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A Disingenuous President
An Educators' News Editorial
March 30 , 2011

Candidate Jimmy Carter won the support (and hearts) of teachers across this nation in 1976 with his statement, "I will never lie to you." His support for creating a separate Department of Education didn’t hurt his support from teachers, either.

In 2007-2008, Candidate Barack Obama promised teachers, parents, and students changes in the No Child Left Behind law that would "meet high standards without forcing teachers and students to spend most of the year preparing for a single, high-stakes test..."

After becoming President and appointing his basketball buddy, Arne Duncan, Secretary of Education, the Obama Administration turned federal school funding into a series of contests for states, with winners and losers. It has become hard to tell if the winners of Race to the Top grants were really winners, as they had to change state laws to permit evaluating teachers with high stakes tests never intended or designed for teacher evaluation. State laws limiting charter schools had to be changed to allow more monies to be siphoned off from public schools to charters often operated by for-profit corporations. Full support for special education (and teachers in general) became just another unfulfilled promise by a presidential candidate, who once elected, forgot who got him there.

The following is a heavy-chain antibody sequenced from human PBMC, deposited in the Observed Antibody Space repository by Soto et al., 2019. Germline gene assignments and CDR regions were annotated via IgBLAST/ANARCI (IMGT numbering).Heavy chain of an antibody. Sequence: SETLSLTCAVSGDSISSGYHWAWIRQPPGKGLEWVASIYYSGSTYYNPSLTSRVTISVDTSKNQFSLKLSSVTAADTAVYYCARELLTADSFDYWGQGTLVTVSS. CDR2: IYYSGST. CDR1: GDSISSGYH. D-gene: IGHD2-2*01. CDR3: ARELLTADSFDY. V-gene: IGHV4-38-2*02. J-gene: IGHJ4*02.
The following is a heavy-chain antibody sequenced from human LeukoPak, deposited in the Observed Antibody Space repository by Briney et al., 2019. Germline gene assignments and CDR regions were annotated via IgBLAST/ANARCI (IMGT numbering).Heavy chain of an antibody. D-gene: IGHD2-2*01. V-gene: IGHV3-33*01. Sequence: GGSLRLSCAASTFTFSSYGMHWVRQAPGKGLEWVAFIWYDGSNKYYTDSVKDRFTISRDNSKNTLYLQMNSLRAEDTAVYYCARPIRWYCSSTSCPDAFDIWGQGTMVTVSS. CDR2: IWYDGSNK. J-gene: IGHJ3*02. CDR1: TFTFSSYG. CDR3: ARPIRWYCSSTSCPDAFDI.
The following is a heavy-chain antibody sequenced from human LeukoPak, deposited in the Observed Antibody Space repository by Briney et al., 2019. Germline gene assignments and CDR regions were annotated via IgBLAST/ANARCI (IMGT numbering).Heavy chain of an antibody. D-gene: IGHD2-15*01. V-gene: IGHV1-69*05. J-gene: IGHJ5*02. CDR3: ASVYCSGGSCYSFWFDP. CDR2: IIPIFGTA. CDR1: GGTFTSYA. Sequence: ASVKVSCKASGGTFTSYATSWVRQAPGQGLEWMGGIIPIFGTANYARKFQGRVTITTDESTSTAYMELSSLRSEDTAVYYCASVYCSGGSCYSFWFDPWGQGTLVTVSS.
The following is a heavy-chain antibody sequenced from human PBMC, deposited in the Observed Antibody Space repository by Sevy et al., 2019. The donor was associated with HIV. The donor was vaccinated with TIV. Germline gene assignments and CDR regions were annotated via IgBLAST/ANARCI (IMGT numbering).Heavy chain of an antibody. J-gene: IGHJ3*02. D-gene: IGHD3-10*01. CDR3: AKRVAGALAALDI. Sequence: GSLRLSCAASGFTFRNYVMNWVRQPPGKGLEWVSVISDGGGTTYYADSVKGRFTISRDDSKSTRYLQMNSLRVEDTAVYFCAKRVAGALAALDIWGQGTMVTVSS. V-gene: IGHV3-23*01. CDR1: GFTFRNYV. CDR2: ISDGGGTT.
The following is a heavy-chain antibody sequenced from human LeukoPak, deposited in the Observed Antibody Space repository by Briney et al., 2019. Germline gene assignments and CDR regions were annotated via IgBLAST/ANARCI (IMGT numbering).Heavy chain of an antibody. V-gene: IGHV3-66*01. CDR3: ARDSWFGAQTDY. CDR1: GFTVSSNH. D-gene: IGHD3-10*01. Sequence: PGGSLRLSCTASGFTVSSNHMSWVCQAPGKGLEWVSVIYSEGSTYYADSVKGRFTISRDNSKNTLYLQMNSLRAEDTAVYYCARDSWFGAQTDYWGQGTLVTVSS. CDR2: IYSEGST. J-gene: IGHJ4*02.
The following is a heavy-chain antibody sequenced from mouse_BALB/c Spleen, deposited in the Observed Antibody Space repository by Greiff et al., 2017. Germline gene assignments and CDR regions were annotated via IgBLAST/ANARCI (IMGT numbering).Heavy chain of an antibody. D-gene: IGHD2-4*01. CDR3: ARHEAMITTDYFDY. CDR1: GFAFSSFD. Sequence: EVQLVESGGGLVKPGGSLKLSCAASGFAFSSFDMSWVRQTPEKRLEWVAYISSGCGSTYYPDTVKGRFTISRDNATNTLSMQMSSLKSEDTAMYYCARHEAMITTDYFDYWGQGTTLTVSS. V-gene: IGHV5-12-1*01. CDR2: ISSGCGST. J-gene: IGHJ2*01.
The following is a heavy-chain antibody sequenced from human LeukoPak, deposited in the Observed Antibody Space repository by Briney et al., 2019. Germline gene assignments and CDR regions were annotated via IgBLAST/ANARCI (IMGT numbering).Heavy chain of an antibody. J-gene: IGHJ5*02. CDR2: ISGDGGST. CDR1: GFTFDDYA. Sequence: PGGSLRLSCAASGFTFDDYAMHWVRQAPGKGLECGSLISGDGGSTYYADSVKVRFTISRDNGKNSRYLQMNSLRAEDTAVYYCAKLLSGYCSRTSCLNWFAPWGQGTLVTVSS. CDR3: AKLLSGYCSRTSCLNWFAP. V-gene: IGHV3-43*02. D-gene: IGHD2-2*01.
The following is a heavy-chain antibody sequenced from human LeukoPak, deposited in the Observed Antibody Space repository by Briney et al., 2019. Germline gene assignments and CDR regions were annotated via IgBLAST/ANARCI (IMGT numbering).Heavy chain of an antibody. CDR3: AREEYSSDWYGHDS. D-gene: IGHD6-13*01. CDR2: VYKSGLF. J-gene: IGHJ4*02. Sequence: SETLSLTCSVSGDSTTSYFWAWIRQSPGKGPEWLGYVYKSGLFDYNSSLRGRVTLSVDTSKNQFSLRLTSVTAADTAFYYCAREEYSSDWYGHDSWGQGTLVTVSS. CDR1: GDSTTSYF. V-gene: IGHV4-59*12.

Both President Obama and Secretary Duncan have become masters of teacher bashing by innuendo, repeatedly calling for "improvements in teacher effectiveness" and ensuring "that all schools have highly-qualified teachers," leaving the impression that most teachers in the classroom today are neither effective nor highly qualified.

Their proposals and policies have given comfort and cover to Republican governors with radical education agendas. They point to their agreement with the Obama Administration’s support for more charter schools, merit pay based on high stakes testing, and closing low performing schools before proposing their own twisted interpretation of education "reform."

In Indiana, Governor Mitch Daniels proposed the state be able "to take over poorly performing schools and for these schools to be managed by for-profit companies," limit teacher bargaining, and institute the largest school voucher program in the nation. Governor Daniels apparently saw education "reform," more accurately described by some authors as "deform," as his springboard to a 2012 Republican presidential nomination. Only a five-week walkout by Indiana House Democrats, denying the Republican majority a quorum to do business, allowed Hoosier citizens the time to weigh in with their representatives and force moderation to the Governor’s extreme proposals.

Wisconsin, Tennessee, Florida, Kansas, Ohio, New Jersey...the list of similar attacks on public education goes on and on. It tends to make one agree with William Cronon, the noted historian at UW-Madison, who has suggested the Republican governors' radical education agenda was really written by the conservative American Legislative Exchange Council (ALEC).

On Monday, March 28, 2011, President Barack Obama told the audience at Bell Multicultural High School in Washington, D.C.: